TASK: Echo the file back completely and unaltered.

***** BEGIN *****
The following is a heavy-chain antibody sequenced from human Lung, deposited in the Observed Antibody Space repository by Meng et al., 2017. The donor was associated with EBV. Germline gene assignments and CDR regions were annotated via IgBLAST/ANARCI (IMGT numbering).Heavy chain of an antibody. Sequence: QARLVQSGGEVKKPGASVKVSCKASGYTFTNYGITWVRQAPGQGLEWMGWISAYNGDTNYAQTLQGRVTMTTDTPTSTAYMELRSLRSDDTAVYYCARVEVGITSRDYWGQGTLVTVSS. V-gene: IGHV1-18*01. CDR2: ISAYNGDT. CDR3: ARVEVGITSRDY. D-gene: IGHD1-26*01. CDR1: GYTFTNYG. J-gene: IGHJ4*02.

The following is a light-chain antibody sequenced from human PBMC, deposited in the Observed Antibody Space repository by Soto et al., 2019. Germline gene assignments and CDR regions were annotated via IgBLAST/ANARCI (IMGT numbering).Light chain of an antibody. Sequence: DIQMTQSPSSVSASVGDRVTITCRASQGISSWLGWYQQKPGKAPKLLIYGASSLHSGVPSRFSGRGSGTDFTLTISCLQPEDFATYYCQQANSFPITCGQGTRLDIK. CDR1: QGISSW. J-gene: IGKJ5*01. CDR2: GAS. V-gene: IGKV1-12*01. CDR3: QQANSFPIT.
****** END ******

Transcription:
The following is a heavy-chain antibody sequenced from human Lung, deposited in the Observed Antibody Space repository by Meng et al., 2017. The donor was associated with EBV. Germline gene assignments and CDR regions were annotated via IgBLAST/ANARCI (IMGT numbering).Heavy chain of an antibody. Sequence: QARLVQSGGEVKKPGASVKVSCKASGYTFTNYGITWVRQAPGQGLEWMGWISAYNGDTNYAQTLQGRVTMTTDTPTSTAYMELRSLRSDDTAVYYCARVEVGITSRDYWGQGTLVTVSS. V-gene: IGHV1-18*01. CDR2: ISAYNGDT. CDR3: ARVEVGITSRDY. D-gene: IGHD1-26*01. CDR1: GYTFTNYG. J-gene: IGHJ4*02.

The following is a light-chain antibody sequenced from human PBMC, deposited in the Observed Antibody Space repository by Soto et al., 2019. Germline gene assignments and CDR regions were annotated via IgBLAST/ANARCI (IMGT numbering).Light chain of an antibody. Sequence: DIQMTQSPSSVSASVGDRVTITCRASQGISSWLGWYQQKPGKAPKLLIYGASSLHSGVPSRFSGRGSGTDFTLTISCLQPEDFATYYCQQANSFPITCGQGTRLDIK. CDR1: QGISSW. J-gene: IGKJ5*01. CDR2: GAS. V-gene: IGKV1-12*01. CDR3: QQANSFPIT.